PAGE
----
So, my real added value, I think, is just that I have the convening power. We have had four interdepartmental meetings with all 12 cabinet members or their immediate representatives trying to figure out how we can all work together and share data and trying to make decisions as a team to move forward. But, in addition to that, I’ve been meeting with everyone from doulas and home health workers to hospital systems and foundations and really anybody who has a stake in this topic. There are a lot of people who really want to fix this.

ROI: What did you learn during this effort?

TM: My biggest surprise has been to learn not only that we have a problem, but that it’s really bad if you dig down. I have talked a lot about the disparity between African-American moms and white moms. But, really, it’s women of color and white moms and children of color and children who are white … there is some either implicit bias or racism — that’s uncomfortable.

ROI: One of the other issues you are focused on is the environment. You have been both vocal about alternative energy and present during the governor’s trip to Germany, where that was a key topic. Where did the interest come from?

TM: It’s really climate change. That’s something that I have been concerned about for a long time. I first started thinking about this issue when we moved to Germany for the first time. I remember, when it came to the trash, there were three different receptacles — and that’s when I learned they were sorting their trash and separating things.

I can tell you I love the Germans, but if you showed up at the grocery store and didn’t have a bag to put your groceries in, you were absolutely embarrassed, because the people would look at you like were the scum of the Earth.

ROI: What can be done?

TM: Working with Al Gore, I’ve been trying to raise awareness for a long time. He has informed our decision-making process and he is willing to come here himself and advise either outright or through back channels. I think that is something that we all need.

I’m thrilled because Phil and Sheila have said that (climate change) is something that is important to them. And with offshore wind and what we are doing with community solar, we are making headway. The Germany and Israel trip really helped advance that cause in a big way.

ROI: Speaking of that trip, what was your role during that time and what have you seen in the aftermath?

TM: I was pretty hands-on. When we were in Germany, after every single meeting, I was writing letters to every CEO and every principal we met in Germany and in Israel, to make sure that they understood how we feel about expanding our shared economic advantage across those two countries.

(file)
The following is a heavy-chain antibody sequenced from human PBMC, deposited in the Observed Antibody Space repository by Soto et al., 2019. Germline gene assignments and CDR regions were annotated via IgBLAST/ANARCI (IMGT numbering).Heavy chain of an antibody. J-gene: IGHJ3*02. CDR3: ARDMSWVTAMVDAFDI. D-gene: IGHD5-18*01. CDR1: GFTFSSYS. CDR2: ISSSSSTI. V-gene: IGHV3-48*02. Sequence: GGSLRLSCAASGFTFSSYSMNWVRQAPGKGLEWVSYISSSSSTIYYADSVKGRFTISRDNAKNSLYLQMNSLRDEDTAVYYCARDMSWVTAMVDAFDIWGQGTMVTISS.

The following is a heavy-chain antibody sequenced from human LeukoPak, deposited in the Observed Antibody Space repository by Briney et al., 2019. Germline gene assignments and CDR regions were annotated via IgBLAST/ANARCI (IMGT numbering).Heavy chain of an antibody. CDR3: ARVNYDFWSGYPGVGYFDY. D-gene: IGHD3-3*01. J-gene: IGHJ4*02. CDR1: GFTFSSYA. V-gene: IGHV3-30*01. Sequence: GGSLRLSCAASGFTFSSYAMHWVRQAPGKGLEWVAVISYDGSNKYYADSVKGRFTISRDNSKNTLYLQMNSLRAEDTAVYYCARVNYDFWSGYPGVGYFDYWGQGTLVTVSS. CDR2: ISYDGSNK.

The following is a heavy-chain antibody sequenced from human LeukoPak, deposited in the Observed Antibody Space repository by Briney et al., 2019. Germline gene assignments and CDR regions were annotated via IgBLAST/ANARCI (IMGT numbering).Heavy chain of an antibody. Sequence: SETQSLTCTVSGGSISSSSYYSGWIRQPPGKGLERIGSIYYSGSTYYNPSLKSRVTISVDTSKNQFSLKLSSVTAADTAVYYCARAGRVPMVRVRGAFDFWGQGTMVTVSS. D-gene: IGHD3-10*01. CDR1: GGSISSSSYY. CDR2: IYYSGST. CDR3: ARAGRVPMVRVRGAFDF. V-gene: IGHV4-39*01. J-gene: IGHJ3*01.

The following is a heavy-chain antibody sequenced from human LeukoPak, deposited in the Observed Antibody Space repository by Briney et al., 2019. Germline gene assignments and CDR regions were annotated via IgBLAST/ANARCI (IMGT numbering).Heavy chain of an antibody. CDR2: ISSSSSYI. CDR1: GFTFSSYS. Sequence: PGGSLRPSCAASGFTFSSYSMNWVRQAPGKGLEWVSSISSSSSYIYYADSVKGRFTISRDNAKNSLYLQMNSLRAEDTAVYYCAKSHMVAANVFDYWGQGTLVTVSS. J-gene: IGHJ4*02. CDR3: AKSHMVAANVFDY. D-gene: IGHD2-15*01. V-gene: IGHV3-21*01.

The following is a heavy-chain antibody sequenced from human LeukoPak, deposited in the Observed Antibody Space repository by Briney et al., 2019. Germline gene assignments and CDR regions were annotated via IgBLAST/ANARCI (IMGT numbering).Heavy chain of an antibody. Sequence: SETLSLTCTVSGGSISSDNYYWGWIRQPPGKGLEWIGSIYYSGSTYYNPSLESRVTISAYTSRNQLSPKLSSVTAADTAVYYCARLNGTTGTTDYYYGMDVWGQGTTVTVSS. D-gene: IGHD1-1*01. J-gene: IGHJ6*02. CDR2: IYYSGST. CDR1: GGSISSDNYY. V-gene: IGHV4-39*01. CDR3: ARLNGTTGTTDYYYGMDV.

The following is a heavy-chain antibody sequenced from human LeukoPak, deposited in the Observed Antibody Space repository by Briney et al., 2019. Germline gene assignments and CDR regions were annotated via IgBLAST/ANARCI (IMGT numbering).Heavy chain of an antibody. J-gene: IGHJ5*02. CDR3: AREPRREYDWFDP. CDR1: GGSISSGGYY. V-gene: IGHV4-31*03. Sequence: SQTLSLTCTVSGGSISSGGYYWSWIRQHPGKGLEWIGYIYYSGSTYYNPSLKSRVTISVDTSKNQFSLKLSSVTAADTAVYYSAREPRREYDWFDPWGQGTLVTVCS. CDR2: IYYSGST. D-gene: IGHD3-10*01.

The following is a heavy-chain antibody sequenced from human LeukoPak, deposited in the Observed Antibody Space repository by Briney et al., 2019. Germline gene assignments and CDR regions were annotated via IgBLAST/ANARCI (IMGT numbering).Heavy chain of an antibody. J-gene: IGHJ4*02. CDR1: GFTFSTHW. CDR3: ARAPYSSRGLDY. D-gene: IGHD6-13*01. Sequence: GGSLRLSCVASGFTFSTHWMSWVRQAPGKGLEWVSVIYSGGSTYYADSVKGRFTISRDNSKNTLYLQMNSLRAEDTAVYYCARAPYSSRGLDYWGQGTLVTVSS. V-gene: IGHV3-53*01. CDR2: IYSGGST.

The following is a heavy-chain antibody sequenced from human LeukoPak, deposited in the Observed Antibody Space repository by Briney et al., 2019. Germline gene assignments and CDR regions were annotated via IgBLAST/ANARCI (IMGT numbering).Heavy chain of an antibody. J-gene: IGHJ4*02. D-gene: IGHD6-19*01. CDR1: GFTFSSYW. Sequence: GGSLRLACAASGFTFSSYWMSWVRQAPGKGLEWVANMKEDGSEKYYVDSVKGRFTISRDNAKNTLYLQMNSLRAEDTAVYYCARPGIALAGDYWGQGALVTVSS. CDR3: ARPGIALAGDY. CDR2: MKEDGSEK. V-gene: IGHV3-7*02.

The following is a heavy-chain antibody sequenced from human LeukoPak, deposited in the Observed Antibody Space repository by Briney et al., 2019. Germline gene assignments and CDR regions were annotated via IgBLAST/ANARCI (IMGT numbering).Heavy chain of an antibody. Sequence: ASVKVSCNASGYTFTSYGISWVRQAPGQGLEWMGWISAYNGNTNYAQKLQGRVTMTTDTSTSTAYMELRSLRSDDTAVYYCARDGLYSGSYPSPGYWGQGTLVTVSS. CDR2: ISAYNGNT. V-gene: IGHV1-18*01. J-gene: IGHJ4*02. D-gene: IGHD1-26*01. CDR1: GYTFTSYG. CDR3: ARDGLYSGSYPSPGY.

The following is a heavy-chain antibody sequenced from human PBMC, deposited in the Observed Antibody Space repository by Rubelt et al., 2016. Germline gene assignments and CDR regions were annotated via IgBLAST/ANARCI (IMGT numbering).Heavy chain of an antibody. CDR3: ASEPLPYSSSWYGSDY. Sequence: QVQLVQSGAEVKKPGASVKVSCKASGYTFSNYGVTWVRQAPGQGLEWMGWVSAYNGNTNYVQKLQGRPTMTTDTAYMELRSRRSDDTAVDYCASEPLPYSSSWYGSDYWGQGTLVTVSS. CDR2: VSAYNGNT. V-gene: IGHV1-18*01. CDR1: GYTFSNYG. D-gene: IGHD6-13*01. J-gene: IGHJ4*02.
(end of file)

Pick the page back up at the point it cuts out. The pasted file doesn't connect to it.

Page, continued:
There’s a lot more to be done, but, subsequent to that trip, we have had more than 30 different conversations that are a direct result. We’ve got universities that are interested, there are the MOUs that we signed with Israel and the Israeli Development Authority and the EDA here, and we are working on a couple of different projects that are coming up this spring.

There are a couple of major companies, 200-plus employees, that are consider New Jersey very seriously. There is a lot of direct benefit from that trip. A lot of it is going to take time, but we are laying the groundwork.

ROI: Let’s return to the #MeToo movement. One result of the effort is a record number of women now serving in Congress. What does that mean to you?

TM: The fact that we now have two women representing us from the state of New Jersey in Washington, D.C., is incredible. I think (#MeToo) has empowered so many people to have a voice and finding one’s voice in that moment is so important. It has enabled people to find a way to step up and step into the conversation, where, in years past, women would hope it would pass and go away.

After a Women for Progress gala, I looked up the number of female congresswomen who have ever represented New Jersey. Bonnie Watson Coleman was our sixth and Mikie Sherrill is our seventh. There was a woman named Mary Theresa Norton, who was our first representative, from 1925 to 1951. She was working on a lot of things back in the day that we are looking at now. The one I’ve recently referenced was the fact she was fighting for a minimum wage of $12.60 a week. And that was in 1940.

Certain women have always stepped in and been fighting, but I think now they are being taken more seriously.

ROI: Speaking of New Jersey politics: The Murphys are new to it, having never held any elected office before. What has surprised you?

TM: I would say probably the fact that we are sitting in this office (while the State House undergoes renovation). I think we knew we would be in this office for a little while, but the executive side is just strewn all across Trenton. That’s been a challenge.

ROI: What have you found is the key to success?

TM: Everybody here, just like everywhere I go, is trying to do the right thing. It’s just finding the common threads we can all pull together and go in that direction.

Phil’s gotten so much done this year, but he wouldn’t get it done without (Assembly Speaker) Craig Coughlin and (State Senate President) Steve Sweeney and everyone who stands behind him and works with him. There’s a lot that’s been done, but as Phil would say, I’m not spiking the football. We’ve got a long way to go.

ROI: Years to go, in fact. It’s hard to believe this is just Year Two. Looking back at Year One, what was the reality compared to the expectation?

TM: Having never done this before, there is no guidebook to say what you should do and what you shouldn’t do. So, in terms of expectations, I was hopeful that I would be able to help in some way.

Looking back, I’d say our four-person office works really hard and has tried in different ways to be there for Phil and Sheila and for anybody in the administration and beyond. I know it’s a great feeling to be able to meet someone who has an issue and somehow help them find a resolution.

I had few expectations. The reality has been pretty rewarding.